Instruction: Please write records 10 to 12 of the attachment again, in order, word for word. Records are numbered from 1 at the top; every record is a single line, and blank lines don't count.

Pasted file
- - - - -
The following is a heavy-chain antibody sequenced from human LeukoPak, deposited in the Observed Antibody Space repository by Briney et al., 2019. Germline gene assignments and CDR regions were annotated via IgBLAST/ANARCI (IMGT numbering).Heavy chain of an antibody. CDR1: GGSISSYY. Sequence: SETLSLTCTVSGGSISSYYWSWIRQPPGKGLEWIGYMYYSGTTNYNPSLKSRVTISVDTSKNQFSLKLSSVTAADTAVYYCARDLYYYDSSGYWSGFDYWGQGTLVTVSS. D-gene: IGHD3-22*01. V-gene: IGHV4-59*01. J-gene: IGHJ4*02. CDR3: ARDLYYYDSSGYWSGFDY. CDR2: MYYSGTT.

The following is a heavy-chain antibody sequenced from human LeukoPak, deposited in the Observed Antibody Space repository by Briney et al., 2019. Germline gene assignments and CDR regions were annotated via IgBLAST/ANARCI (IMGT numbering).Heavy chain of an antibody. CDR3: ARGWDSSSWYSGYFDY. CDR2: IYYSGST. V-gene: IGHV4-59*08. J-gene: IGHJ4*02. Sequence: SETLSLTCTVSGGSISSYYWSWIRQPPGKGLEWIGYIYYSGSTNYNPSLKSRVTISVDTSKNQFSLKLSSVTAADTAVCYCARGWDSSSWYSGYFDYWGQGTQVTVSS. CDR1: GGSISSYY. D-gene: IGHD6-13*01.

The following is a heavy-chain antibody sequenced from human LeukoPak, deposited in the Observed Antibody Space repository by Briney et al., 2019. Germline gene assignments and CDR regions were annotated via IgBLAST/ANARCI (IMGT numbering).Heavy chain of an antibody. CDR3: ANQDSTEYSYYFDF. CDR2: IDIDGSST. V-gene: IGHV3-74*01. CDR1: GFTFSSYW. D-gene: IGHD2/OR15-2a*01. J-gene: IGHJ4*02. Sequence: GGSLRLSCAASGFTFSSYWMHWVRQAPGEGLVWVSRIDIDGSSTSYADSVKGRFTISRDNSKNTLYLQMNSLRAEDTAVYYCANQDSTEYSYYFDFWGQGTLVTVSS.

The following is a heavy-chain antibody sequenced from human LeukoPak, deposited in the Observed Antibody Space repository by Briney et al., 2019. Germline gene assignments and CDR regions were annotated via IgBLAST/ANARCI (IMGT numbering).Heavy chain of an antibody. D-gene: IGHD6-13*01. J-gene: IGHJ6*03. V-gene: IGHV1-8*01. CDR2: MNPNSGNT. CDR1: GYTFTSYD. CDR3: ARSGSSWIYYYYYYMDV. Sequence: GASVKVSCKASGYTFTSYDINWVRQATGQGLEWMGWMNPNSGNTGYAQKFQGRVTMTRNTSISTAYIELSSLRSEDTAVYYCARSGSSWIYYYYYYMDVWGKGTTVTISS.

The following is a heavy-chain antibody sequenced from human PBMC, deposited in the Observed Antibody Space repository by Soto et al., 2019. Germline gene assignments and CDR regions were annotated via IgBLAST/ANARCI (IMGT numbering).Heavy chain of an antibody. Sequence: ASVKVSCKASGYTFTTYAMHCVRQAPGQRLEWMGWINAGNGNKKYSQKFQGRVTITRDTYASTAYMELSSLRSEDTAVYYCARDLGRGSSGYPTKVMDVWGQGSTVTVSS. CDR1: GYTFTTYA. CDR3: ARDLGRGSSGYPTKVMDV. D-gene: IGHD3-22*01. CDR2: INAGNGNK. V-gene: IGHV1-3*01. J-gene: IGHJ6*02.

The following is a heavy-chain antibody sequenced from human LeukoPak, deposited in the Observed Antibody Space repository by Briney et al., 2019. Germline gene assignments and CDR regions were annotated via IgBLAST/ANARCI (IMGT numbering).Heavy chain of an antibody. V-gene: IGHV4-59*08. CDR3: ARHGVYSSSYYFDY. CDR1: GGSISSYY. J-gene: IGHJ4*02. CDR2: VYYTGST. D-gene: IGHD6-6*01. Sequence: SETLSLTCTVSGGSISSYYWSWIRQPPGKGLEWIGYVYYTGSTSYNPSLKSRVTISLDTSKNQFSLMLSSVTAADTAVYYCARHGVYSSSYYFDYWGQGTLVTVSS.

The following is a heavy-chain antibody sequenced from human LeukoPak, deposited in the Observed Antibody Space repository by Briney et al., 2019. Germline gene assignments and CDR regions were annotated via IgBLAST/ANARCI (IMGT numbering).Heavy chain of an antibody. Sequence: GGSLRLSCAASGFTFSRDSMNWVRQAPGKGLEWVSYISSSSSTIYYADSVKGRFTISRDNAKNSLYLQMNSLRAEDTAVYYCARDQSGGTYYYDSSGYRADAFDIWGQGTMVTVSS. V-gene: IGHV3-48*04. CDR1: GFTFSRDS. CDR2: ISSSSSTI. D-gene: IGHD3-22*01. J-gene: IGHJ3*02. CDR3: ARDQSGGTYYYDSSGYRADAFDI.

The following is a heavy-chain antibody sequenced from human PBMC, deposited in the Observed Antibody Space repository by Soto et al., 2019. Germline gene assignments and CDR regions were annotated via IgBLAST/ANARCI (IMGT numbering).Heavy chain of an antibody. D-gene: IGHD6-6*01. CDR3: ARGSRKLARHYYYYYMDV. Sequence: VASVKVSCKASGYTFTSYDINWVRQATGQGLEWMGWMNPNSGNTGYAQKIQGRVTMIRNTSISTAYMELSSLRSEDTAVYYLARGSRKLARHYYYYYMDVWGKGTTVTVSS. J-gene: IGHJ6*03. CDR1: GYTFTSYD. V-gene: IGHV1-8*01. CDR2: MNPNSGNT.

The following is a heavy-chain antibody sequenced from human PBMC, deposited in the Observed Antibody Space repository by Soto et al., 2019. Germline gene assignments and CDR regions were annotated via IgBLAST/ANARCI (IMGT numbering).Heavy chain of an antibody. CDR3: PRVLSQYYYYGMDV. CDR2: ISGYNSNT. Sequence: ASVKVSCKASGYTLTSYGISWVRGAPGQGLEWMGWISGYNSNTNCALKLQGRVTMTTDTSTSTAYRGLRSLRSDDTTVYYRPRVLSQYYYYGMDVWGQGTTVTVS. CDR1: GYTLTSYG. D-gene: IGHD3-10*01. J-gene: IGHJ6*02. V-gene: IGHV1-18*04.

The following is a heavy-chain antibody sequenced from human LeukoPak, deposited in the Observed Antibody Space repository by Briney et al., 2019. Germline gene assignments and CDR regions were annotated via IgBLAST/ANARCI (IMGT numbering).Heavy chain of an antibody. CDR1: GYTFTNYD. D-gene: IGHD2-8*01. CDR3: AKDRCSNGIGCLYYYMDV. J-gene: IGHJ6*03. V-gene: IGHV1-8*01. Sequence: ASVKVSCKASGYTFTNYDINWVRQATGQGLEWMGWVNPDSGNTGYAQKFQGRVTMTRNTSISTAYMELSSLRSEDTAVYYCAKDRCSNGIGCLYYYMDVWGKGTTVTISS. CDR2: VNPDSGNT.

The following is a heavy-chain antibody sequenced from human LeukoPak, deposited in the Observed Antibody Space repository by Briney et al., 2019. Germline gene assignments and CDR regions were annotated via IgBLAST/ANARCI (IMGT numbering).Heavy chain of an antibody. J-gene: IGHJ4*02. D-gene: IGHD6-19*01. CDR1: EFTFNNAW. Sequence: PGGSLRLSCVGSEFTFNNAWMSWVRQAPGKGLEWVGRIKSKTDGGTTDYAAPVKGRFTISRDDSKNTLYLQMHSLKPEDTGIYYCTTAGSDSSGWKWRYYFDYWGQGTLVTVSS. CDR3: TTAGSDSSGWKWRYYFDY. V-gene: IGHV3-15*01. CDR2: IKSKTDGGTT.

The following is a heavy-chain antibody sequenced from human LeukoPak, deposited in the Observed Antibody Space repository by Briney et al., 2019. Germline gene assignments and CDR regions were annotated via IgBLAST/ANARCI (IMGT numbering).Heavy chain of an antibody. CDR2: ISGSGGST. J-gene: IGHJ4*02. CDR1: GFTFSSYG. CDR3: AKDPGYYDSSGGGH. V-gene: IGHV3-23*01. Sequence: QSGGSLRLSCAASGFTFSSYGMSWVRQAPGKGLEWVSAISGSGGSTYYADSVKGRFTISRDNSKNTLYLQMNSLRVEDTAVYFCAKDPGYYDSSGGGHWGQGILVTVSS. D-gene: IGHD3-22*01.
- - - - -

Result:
The following is a heavy-chain antibody sequenced from human LeukoPak, deposited in the Observed Antibody Space repository by Briney et al., 2019. Germline gene assignments and CDR regions were annotated via IgBLAST/ANARCI (IMGT numbering).Heavy chain of an antibody. CDR1: GYTFTNYD. D-gene: IGHD2-8*01. CDR3: AKDRCSNGIGCLYYYMDV. J-gene: IGHJ6*03. V-gene: IGHV1-8*01. Sequence: ASVKVSCKASGYTFTNYDINWVRQATGQGLEWMGWVNPDSGNTGYAQKFQGRVTMTRNTSISTAYMELSSLRSEDTAVYYCAKDRCSNGIGCLYYYMDVWGKGTTVTISS. CDR2: VNPDSGNT.

The following is a heavy-chain antibody sequenced from human LeukoPak, deposited in the Observed Antibody Space repository by Briney et al., 2019. Germline gene assignments and CDR regions were annotated via IgBLAST/ANARCI (IMGT numbering).Heavy chain of an antibody. J-gene: IGHJ4*02. D-gene: IGHD6-19*01. CDR1: EFTFNNAW. Sequence: PGGSLRLSCVGSEFTFNNAWMSWVRQAPGKGLEWVGRIKSKTDGGTTDYAAPVKGRFTISRDDSKNTLYLQMHSLKPEDTGIYYCTTAGSDSSGWKWRYYFDYWGQGTLVTVSS. CDR3: TTAGSDSSGWKWRYYFDY. V-gene: IGHV3-15*01. CDR2: IKSKTDGGTT.

The following is a heavy-chain antibody sequenced from human LeukoPak, deposited in the Observed Antibody Space repository by Briney et al., 2019. Germline gene assignments and CDR regions were annotated via IgBLAST/ANARCI (IMGT numbering).Heavy chain of an antibody. CDR2: ISGSGGST. J-gene: IGHJ4*02. CDR1: GFTFSSYG. CDR3: AKDPGYYDSSGGGH. V-gene: IGHV3-23*01. Sequence: QSGGSLRLSCAASGFTFSSYGMSWVRQAPGKGLEWVSAISGSGGSTYYADSVKGRFTISRDNSKNTLYLQMNSLRVEDTAVYFCAKDPGYYDSSGGGHWGQGILVTVSS. D-gene: IGHD3-22*01.